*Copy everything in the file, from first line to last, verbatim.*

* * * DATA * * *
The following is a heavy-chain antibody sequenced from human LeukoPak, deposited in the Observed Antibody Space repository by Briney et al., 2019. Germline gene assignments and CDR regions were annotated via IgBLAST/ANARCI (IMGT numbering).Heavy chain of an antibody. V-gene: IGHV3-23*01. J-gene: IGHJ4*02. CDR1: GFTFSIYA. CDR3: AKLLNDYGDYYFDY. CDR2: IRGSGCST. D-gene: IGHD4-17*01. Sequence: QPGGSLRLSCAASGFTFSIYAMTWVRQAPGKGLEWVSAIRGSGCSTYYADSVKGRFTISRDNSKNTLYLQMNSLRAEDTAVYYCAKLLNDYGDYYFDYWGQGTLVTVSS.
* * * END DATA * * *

The following is a heavy-chain antibody sequenced from human LeukoPak, deposited in the Observed Antibody Space repository by Briney et al., 2019. Germline gene assignments and CDR regions were annotated via IgBLAST/ANARCI (IMGT numbering).Heavy chain of an antibody. V-gene: IGHV3-23*01. J-gene: IGHJ4*02. CDR1: GFTFSIYA. CDR3: AKLLNDYGDYYFDY. CDR2: IRGSGCST. D-gene: IGHD4-17*01. Sequence: QPGGSLRLSCAASGFTFSIYAMTWVRQAPGKGLEWVSAIRGSGCSTYYADSVKGRFTISRDNSKNTLYLQMNSLRAEDTAVYYCAKLLNDYGDYYFDYWGQGTLVTVSS.